Mineral and organic fertilization efficiency in long-term stationary experiments
J. Černý, J. Balík, M. Kulhánek, K. Čásová, V. Nedvědhttps://doi.org/10.17221/200/2009-PSECitation:Černý J., Balík J., Kulhánek M., Čásová K., Nedvěd V. (2010): Mineral and organic fertilization efficiency in long-term stationary experiments. Plant Soil Environ., 56: 28-36.
In long-term stationary experiments under different soil-climatic conditions, an influence of mineral and organic fertilization on yield of winter wheat, spring barley and potato tubers was evaluated. Statistically significantly lowest grain yields of winter wheat (4.00 t/ha) and spring barley (2.81 t/ha) were obtained in non-fertilized plots at all experimental sites. In the case of potatoes, the lowest yield of dry matter (5.71 t/ha) was recorded in the control plot, but the result was not statistically significant. The manure-fertilized plot gave the average yield of wheat higher by 30%, of barley by 22%. Application of sewage sludge resulted in wheat yield higher by 41% and barley yield higher by 26% over control. On average, application of sewage sludge and manure increased the yield of potatoes by 30% over control. The highest yield was obtained after application of mineral fertilizers; average yield increased by 59, 50 and 36% in winter wheat, spring barley and potatoes, respectively. No statistically significant differences among the plots with mineral fertilizers were observed. At different sites, the yield of studied crops varied; however, the effect of fertilization on yield increments was similar at all experimental sites except for Lukavec. It is the site with the lowest natural soil fertility, and it showed the highest effect of the applied fertilizers.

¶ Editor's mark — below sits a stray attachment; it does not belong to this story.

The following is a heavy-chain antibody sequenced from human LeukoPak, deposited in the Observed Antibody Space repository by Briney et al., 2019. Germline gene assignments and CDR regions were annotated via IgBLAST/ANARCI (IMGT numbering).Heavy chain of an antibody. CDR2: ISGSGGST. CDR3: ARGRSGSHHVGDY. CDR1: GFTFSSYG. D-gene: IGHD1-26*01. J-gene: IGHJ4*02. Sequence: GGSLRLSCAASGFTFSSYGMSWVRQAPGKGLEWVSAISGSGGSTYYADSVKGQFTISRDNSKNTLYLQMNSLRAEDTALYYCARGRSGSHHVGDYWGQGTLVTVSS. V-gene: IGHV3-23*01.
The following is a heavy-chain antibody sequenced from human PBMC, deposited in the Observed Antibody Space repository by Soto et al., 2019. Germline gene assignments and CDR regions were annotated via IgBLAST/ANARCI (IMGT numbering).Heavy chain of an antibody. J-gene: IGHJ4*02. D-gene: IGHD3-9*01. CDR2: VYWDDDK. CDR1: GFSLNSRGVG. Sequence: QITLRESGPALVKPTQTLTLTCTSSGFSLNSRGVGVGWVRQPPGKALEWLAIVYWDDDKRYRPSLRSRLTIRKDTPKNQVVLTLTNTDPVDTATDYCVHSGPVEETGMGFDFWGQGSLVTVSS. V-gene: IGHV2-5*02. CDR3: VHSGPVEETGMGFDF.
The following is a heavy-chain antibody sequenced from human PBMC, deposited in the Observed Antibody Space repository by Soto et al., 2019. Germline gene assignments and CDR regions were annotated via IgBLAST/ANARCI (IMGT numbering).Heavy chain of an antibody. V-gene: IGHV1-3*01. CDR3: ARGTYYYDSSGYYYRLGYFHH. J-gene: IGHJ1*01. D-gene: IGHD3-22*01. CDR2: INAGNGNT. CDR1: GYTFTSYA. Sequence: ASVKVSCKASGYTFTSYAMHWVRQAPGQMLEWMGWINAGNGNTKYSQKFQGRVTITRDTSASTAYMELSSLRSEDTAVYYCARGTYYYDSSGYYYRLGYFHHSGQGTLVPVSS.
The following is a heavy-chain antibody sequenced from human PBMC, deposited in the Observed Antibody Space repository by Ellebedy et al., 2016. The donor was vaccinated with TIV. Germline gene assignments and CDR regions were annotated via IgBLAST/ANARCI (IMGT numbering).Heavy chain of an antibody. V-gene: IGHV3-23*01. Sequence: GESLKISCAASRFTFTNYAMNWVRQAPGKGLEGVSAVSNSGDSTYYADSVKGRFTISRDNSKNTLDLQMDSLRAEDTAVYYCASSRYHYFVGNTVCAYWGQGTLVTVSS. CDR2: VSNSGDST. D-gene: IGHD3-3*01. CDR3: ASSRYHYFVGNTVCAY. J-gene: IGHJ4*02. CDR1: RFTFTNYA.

long-term field experiment; winter wheat; spring barley; potatoes; manure; sewage sludge; mineral fertilizers